Wargames set in the Americas from the 11th to 19th centuries

Thursday, 8 May 2014

Matamoros Battalion Completed

Here is the first of my completed Mexican units for the Alamo: The Matamoros Battalion.  They were a permanante regiment of regulars and were part of the third column which assaulted the eastern wall.  Their cazadores and granaderos went into composite units of the same type; the cazadores as part of the much smaller fourth column and the granaderos as part of the reserve.  

Cazadores with their Baker rifles

I have represented them here at a rough ratio of 1:10 but may well, in the future increase their number.  Some illustrations have them wearing the earlier 1832 double breasted coat but no one makes those figures so I am happy with the way they are in their 1833 regulation uniforms.  I'm sure there were a mixture in use at the time.

The commander of the unit at the Alamo was the 38 year old Colonel José Maria Romero, who also led the whole third column attack.  He was captured at San Jacinto but later released.  I have since bought a pack of senior officers from Boot Hill so might paint one of these up to represent Col Romero and demote the existing officer to an activo battalion.

The unit was originally formed in 1823 and by the time of the Alamo was one of the Mexican army's top battalions.  Despite taking heavy casualties at the Alamo ,Santa Anna had them as part of the army which pursued Sam Houston's force.  At the Battle of San Jacinto they were virtually annihilated, their standard was captured and is now in the Texas State Archives.  

To make my standard I took the flag you can buy from Boot Hill Miniatures but added my own scan of the Mexican Eagle from a picture of the original flag, for added authenticity.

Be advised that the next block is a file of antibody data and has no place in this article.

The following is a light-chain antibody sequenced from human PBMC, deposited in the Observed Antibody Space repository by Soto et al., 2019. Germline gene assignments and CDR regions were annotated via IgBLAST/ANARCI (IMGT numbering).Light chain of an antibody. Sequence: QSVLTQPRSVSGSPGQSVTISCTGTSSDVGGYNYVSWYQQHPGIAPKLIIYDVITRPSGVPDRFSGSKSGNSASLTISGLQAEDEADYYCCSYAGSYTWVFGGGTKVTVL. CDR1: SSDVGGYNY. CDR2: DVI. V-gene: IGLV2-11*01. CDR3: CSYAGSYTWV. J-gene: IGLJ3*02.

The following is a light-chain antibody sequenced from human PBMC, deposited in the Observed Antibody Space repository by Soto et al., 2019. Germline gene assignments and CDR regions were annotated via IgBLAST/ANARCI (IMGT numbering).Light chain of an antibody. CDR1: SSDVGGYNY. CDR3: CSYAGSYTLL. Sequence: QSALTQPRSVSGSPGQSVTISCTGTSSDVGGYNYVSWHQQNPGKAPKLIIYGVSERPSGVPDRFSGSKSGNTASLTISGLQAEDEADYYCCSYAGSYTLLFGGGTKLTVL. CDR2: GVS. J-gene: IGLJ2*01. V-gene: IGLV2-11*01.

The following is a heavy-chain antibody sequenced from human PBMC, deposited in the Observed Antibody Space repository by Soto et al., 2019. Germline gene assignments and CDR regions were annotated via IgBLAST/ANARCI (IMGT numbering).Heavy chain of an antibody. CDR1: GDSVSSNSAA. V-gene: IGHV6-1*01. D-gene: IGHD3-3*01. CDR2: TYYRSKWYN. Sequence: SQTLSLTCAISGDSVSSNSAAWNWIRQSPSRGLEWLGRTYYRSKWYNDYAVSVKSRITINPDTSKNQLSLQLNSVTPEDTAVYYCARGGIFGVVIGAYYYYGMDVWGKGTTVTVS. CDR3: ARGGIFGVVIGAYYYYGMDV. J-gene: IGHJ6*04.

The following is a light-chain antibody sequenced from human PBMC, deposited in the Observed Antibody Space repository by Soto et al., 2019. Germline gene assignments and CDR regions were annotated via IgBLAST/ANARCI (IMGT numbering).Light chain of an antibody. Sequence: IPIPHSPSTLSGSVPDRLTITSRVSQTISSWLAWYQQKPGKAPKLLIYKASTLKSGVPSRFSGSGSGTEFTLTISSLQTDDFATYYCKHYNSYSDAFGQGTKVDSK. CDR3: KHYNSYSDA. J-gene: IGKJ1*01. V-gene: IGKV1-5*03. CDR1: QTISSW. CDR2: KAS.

Mariano Matamoros

The battalion was, like all of the 10 permanente battalions, named after a Mexican hero; in this case Fray Mariano Matamoros, a priest who became a military commander during the fight for Mexican independence but who was captured and executed by the Spanish.  The name does not, as might be thought, indicate that the troops came from the region around the town of Matamoros; the town part of the Texian forces launched a military expedition against before the Alamo siege, thereby dividing their forces.  The town of Matamoros was named for Fray Mariano as well, the name being changed from its original San Juan de los Esteros Hermosos in 1826.  Only the activo militia battalions came from particular regions reflected in their names.


  1. Great stuff, LH. I do like the uniforms - lots of pretty blues!

    1. They are nice. Maybe some British Legion from South America next!

  2. Great painting and great info as well! Love the flag too!

  3. Well done, a very nice post, love the diversity of the poses, the paint job and the presentation...

  4. Un trabajo muy meticuloso. !ADELANTE !

  5. felicidades, un trabajo muy meticuloso

  6. Great work.Nice paintjob too. I will start following your projects from now on. :)